Tales From The Casino, Part 1: Funds That Bet On Volatility Might SPIKE Volatility, Crashing The Markets

Tales From The Casino, Part 1: Funds That Bet On Volatility Might SPIKE Volatility, Crashing The Markets by John Rubino for Dollar Collapse

It’s a measure of modern financial markets’ absurdity that bets on bets on bets have come to seem normal. Maybe acronyms like CLO and CDO make them sound scientific. Or maybe it’s the sense that if Wall Street’s “rocket scientists” create something it must be highly advanced and therefore beneficial for society.

But in reality, the casino is just adding new kinds of roulette wheels and slot machines, from which society derives exactly zero net benefit.

So it should come as no surprise that the multi-billion-dollar funds that bet on volatility (that’s right, betting on market volatility is now a career) have grown to the point that they can actually cause the volatility they “invest” in – with systemically dangerous results. From Saturday’s Wall Street Journal:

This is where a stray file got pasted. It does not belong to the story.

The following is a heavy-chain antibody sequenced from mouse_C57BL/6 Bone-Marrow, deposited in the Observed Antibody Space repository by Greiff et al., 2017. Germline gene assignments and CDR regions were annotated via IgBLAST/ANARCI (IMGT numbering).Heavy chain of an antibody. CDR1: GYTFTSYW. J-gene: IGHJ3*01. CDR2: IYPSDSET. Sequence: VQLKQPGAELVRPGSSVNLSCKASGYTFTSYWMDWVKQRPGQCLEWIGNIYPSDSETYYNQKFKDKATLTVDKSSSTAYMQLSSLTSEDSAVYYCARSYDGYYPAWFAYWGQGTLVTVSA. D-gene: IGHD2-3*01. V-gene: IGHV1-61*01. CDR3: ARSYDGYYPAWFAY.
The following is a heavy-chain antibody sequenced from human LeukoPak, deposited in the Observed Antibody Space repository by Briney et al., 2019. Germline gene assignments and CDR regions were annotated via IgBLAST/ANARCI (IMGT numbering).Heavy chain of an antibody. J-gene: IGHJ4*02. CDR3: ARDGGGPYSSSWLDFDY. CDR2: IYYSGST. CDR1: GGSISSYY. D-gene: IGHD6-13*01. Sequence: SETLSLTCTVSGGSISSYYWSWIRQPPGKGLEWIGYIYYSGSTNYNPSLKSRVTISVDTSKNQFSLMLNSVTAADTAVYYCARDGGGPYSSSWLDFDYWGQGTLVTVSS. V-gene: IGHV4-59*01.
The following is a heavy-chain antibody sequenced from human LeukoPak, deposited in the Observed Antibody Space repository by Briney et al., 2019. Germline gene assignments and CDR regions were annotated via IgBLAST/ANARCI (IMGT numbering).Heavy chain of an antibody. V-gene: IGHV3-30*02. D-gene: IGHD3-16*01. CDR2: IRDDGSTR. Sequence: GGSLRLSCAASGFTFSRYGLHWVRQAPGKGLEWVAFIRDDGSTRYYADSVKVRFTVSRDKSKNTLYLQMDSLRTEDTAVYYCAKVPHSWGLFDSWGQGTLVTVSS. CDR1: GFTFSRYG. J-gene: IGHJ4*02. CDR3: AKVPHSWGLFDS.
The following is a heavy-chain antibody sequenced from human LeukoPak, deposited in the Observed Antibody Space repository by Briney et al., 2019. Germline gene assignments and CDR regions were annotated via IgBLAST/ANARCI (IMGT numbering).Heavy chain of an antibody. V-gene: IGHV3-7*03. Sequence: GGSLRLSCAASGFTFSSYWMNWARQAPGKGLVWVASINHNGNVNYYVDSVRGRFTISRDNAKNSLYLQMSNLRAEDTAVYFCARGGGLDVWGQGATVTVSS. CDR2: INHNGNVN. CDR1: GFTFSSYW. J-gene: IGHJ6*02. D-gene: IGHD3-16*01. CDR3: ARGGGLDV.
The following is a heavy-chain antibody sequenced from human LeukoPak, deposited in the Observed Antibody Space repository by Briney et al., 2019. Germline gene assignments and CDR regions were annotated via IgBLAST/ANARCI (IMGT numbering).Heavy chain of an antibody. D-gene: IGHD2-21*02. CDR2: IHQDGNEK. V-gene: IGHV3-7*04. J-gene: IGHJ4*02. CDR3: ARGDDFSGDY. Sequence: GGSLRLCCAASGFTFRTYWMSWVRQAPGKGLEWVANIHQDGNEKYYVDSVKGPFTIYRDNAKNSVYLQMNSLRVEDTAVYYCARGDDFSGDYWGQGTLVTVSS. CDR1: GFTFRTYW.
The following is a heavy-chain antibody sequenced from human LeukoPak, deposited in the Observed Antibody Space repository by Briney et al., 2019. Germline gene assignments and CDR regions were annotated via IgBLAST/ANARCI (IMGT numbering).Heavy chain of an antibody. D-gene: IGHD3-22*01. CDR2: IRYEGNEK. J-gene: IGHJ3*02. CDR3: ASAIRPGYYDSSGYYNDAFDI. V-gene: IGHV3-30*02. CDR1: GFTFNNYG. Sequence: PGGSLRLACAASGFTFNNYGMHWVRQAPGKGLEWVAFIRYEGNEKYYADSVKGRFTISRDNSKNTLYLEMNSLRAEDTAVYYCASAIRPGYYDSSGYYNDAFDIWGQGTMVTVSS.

Volatility Could Cause More Pain as Funds Betting on Quiet Sell Down Stocks

Recent swings in the stock market are threatening to unravel multibillion-dollar bets that rely on calm markets, potentially adding to investors’ jitters over the past week.

Computer-driven volatility-target funds generally scoop up riskier assets like stocks during calmer periods, hoping to gain as markets grind higher. When volatility hits, it sends them scrambling to sell their stocks and move into safer assets like Treasurys. Asset managers like Vanguard Group and insurance companies run some of the bigger strategies of this type.

Because markets have been so quiet this year, with the exception of episodes like Tuesday’s trade-driven pullback, the funds are especially loaded up on stocks. That has left volatility-target funds carrying the highest level of exposure to U.S. stocks since the fall, a troubling sign for those who believe the funds exacerbated some of the market’s worst selloffs in 2018.